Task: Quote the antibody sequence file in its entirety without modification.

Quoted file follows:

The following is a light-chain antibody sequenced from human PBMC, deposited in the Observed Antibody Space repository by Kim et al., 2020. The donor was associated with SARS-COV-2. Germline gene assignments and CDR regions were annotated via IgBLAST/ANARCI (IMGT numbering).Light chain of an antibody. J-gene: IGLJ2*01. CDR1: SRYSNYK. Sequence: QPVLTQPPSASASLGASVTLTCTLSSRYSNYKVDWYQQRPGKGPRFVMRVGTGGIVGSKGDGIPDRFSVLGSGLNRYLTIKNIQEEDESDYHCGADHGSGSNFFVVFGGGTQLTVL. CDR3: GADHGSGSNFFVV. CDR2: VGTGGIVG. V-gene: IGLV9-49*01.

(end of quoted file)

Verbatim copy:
The following is a light-chain antibody sequenced from human PBMC, deposited in the Observed Antibody Space repository by Kim et al., 2020. The donor was associated with SARS-COV-2. Germline gene assignments and CDR regions were annotated via IgBLAST/ANARCI (IMGT numbering).Light chain of an antibody. J-gene: IGLJ2*01. CDR1: SRYSNYK. Sequence: QPVLTQPPSASASLGASVTLTCTLSSRYSNYKVDWYQQRPGKGPRFVMRVGTGGIVGSKGDGIPDRFSVLGSGLNRYLTIKNIQEEDESDYHCGADHGSGSNFFVVFGGGTQLTVL. CDR3: GADHGSGSNFFVV. CDR2: VGTGGIVG. V-gene: IGLV9-49*01.